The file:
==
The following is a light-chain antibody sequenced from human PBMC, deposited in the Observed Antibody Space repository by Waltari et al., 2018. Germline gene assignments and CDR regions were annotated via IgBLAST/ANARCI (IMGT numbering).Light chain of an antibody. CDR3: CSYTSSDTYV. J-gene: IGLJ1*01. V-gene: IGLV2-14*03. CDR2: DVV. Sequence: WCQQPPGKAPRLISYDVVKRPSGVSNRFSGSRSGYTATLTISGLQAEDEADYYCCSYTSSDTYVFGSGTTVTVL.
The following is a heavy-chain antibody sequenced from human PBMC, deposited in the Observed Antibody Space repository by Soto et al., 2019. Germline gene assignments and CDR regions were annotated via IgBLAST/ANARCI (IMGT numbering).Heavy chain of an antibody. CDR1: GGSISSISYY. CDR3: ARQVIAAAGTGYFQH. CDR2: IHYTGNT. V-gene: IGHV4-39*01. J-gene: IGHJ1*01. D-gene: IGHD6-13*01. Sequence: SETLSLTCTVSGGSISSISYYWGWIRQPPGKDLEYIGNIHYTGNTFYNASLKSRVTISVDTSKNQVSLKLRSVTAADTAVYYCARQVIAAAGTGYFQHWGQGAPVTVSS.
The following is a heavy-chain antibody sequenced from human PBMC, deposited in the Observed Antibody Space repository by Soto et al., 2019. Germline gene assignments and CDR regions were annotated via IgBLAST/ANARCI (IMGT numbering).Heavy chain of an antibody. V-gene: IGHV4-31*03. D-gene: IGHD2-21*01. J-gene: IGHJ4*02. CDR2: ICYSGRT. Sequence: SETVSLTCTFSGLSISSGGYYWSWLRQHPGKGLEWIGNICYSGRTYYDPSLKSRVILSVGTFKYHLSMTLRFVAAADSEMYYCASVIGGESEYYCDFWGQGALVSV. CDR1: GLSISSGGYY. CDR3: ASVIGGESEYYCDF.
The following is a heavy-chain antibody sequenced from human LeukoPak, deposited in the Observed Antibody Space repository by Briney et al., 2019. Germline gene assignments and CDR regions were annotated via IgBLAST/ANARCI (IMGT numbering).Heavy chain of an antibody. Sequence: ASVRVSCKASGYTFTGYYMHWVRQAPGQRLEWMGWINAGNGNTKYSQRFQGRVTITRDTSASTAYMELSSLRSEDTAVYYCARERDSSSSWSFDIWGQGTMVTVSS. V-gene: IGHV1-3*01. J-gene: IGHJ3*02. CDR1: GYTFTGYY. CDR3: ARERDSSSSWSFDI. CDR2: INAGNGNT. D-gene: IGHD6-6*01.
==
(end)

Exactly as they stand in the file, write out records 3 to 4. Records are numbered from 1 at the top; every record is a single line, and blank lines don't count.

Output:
The following is a heavy-chain antibody sequenced from human PBMC, deposited in the Observed Antibody Space repository by Soto et al., 2019. Germline gene assignments and CDR regions were annotated via IgBLAST/ANARCI (IMGT numbering).Heavy chain of an antibody. V-gene: IGHV4-31*03. D-gene: IGHD2-21*01. J-gene: IGHJ4*02. CDR2: ICYSGRT. Sequence: SETVSLTCTFSGLSISSGGYYWSWLRQHPGKGLEWIGNICYSGRTYYDPSLKSRVILSVGTFKYHLSMTLRFVAAADSEMYYCASVIGGESEYYCDFWGQGALVSV. CDR1: GLSISSGGYY. CDR3: ASVIGGESEYYCDF.
The following is a heavy-chain antibody sequenced from human LeukoPak, deposited in the Observed Antibody Space repository by Briney et al., 2019. Germline gene assignments and CDR regions were annotated via IgBLAST/ANARCI (IMGT numbering).Heavy chain of an antibody. Sequence: ASVRVSCKASGYTFTGYYMHWVRQAPGQRLEWMGWINAGNGNTKYSQRFQGRVTITRDTSASTAYMELSSLRSEDTAVYYCARERDSSSSWSFDIWGQGTMVTVSS. V-gene: IGHV1-3*01. J-gene: IGHJ3*02. CDR1: GYTFTGYY. CDR3: ARERDSSSSWSFDI. CDR2: INAGNGNT. D-gene: IGHD6-6*01.